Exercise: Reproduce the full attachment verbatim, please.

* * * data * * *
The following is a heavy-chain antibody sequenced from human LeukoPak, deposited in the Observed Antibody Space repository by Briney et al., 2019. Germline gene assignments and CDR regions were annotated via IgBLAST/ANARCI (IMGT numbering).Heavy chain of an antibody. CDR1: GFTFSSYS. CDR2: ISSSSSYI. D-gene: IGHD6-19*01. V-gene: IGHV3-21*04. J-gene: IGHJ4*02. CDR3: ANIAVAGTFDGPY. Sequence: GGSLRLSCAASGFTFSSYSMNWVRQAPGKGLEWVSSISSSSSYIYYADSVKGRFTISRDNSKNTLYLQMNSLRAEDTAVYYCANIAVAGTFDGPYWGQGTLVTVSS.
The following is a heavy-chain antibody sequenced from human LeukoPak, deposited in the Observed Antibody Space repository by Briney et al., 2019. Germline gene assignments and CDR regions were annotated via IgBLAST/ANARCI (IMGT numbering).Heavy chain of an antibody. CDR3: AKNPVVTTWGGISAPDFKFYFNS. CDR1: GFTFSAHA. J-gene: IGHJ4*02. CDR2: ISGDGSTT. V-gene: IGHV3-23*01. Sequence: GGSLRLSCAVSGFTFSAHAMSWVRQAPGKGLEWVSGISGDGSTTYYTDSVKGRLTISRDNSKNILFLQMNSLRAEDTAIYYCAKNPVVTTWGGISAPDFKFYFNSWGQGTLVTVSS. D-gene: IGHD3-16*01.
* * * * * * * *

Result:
The following is a heavy-chain antibody sequenced from human LeukoPak, deposited in the Observed Antibody Space repository by Briney et al., 2019. Germline gene assignments and CDR regions were annotated via IgBLAST/ANARCI (IMGT numbering).Heavy chain of an antibody. CDR1: GFTFSSYS. CDR2: ISSSSSYI. D-gene: IGHD6-19*01. V-gene: IGHV3-21*04. J-gene: IGHJ4*02. CDR3: ANIAVAGTFDGPY. Sequence: GGSLRLSCAASGFTFSSYSMNWVRQAPGKGLEWVSSISSSSSYIYYADSVKGRFTISRDNSKNTLYLQMNSLRAEDTAVYYCANIAVAGTFDGPYWGQGTLVTVSS.
The following is a heavy-chain antibody sequenced from human LeukoPak, deposited in the Observed Antibody Space repository by Briney et al., 2019. Germline gene assignments and CDR regions were annotated via IgBLAST/ANARCI (IMGT numbering).Heavy chain of an antibody. CDR3: AKNPVVTTWGGISAPDFKFYFNS. CDR1: GFTFSAHA. J-gene: IGHJ4*02. CDR2: ISGDGSTT. V-gene: IGHV3-23*01. Sequence: GGSLRLSCAVSGFTFSAHAMSWVRQAPGKGLEWVSGISGDGSTTYYTDSVKGRLTISRDNSKNILFLQMNSLRAEDTAIYYCAKNPVVTTWGGISAPDFKFYFNSWGQGTLVTVSS. D-gene: IGHD3-16*01.